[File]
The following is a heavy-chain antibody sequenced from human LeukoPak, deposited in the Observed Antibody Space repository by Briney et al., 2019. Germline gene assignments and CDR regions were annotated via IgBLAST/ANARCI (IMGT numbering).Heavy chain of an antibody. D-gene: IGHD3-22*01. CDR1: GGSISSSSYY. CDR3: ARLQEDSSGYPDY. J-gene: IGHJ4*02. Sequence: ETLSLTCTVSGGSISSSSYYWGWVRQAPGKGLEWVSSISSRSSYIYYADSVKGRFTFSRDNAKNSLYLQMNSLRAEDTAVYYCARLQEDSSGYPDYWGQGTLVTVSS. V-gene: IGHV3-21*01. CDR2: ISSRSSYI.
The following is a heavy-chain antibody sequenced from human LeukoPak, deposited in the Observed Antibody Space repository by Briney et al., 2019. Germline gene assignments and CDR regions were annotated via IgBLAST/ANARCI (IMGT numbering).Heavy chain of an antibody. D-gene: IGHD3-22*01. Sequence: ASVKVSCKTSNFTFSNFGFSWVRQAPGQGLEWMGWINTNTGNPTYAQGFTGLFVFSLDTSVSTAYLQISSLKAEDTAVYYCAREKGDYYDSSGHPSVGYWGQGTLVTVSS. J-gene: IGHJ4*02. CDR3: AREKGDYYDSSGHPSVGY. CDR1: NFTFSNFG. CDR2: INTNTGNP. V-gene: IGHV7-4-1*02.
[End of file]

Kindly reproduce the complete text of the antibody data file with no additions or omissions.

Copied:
The following is a heavy-chain antibody sequenced from human LeukoPak, deposited in the Observed Antibody Space repository by Briney et al., 2019. Germline gene assignments and CDR regions were annotated via IgBLAST/ANARCI (IMGT numbering).Heavy chain of an antibody. D-gene: IGHD3-22*01. CDR1: GGSISSSSYY. CDR3: ARLQEDSSGYPDY. J-gene: IGHJ4*02. Sequence: ETLSLTCTVSGGSISSSSYYWGWVRQAPGKGLEWVSSISSRSSYIYYADSVKGRFTFSRDNAKNSLYLQMNSLRAEDTAVYYCARLQEDSSGYPDYWGQGTLVTVSS. V-gene: IGHV3-21*01. CDR2: ISSRSSYI.
The following is a heavy-chain antibody sequenced from human LeukoPak, deposited in the Observed Antibody Space repository by Briney et al., 2019. Germline gene assignments and CDR regions were annotated via IgBLAST/ANARCI (IMGT numbering).Heavy chain of an antibody. D-gene: IGHD3-22*01. Sequence: ASVKVSCKTSNFTFSNFGFSWVRQAPGQGLEWMGWINTNTGNPTYAQGFTGLFVFSLDTSVSTAYLQISSLKAEDTAVYYCAREKGDYYDSSGHPSVGYWGQGTLVTVSS. J-gene: IGHJ4*02. CDR3: AREKGDYYDSSGHPSVGY. CDR1: NFTFSNFG. CDR2: INTNTGNP. V-gene: IGHV7-4-1*02.